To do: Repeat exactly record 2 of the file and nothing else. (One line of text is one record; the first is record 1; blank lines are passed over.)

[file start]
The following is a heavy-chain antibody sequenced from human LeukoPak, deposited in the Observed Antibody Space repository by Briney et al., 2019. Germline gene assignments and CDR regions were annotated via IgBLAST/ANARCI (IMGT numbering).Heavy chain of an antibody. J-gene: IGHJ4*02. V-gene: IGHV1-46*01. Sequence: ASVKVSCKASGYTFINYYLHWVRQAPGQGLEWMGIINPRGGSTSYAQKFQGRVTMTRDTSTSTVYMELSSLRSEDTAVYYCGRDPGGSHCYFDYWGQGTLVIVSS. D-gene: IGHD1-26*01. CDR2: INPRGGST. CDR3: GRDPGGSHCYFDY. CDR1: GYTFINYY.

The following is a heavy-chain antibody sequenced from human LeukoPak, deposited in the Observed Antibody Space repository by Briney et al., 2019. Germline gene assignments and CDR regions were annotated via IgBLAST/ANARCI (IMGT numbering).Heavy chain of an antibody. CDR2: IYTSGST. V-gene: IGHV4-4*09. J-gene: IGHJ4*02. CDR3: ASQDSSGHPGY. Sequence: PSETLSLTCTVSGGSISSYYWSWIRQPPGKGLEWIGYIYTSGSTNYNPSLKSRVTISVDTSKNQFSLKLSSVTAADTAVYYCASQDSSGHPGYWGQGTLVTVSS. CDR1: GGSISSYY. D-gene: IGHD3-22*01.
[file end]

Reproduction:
The following is a heavy-chain antibody sequenced from human LeukoPak, deposited in the Observed Antibody Space repository by Briney et al., 2019. Germline gene assignments and CDR regions were annotated via IgBLAST/ANARCI (IMGT numbering).Heavy chain of an antibody. CDR2: IYTSGST. V-gene: IGHV4-4*09. J-gene: IGHJ4*02. CDR3: ASQDSSGHPGY. Sequence: PSETLSLTCTVSGGSISSYYWSWIRQPPGKGLEWIGYIYTSGSTNYNPSLKSRVTISVDTSKNQFSLKLSSVTAADTAVYYCASQDSSGHPGYWGQGTLVTVSS. CDR1: GGSISSYY. D-gene: IGHD3-22*01.